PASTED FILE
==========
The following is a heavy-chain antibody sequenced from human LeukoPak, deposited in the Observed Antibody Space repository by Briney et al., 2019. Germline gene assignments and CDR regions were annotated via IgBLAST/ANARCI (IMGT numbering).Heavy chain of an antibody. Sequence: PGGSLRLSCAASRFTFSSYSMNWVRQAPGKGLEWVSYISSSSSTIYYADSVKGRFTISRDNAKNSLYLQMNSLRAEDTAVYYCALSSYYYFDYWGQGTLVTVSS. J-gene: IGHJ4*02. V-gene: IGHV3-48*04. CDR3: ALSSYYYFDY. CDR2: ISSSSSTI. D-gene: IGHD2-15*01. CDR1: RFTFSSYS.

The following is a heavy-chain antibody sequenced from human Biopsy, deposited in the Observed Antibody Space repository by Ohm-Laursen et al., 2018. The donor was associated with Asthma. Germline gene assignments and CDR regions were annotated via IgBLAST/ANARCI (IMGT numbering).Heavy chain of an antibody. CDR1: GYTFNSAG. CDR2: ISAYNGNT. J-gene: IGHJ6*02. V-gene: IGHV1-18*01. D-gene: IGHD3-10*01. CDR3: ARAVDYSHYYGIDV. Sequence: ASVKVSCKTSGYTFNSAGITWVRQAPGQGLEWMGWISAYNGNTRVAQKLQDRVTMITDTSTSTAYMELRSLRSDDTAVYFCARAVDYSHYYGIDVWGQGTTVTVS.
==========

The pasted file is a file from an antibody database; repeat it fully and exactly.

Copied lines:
The following is a heavy-chain antibody sequenced from human LeukoPak, deposited in the Observed Antibody Space repository by Briney et al., 2019. Germline gene assignments and CDR regions were annotated via IgBLAST/ANARCI (IMGT numbering).Heavy chain of an antibody. Sequence: PGGSLRLSCAASRFTFSSYSMNWVRQAPGKGLEWVSYISSSSSTIYYADSVKGRFTISRDNAKNSLYLQMNSLRAEDTAVYYCALSSYYYFDYWGQGTLVTVSS. J-gene: IGHJ4*02. V-gene: IGHV3-48*04. CDR3: ALSSYYYFDY. CDR2: ISSSSSTI. D-gene: IGHD2-15*01. CDR1: RFTFSSYS.

The following is a heavy-chain antibody sequenced from human Biopsy, deposited in the Observed Antibody Space repository by Ohm-Laursen et al., 2018. The donor was associated with Asthma. Germline gene assignments and CDR regions were annotated via IgBLAST/ANARCI (IMGT numbering).Heavy chain of an antibody. CDR1: GYTFNSAG. CDR2: ISAYNGNT. J-gene: IGHJ6*02. V-gene: IGHV1-18*01. D-gene: IGHD3-10*01. CDR3: ARAVDYSHYYGIDV. Sequence: ASVKVSCKTSGYTFNSAGITWVRQAPGQGLEWMGWISAYNGNTRVAQKLQDRVTMITDTSTSTAYMELRSLRSDDTAVYFCARAVDYSHYYGIDVWGQGTTVTVS.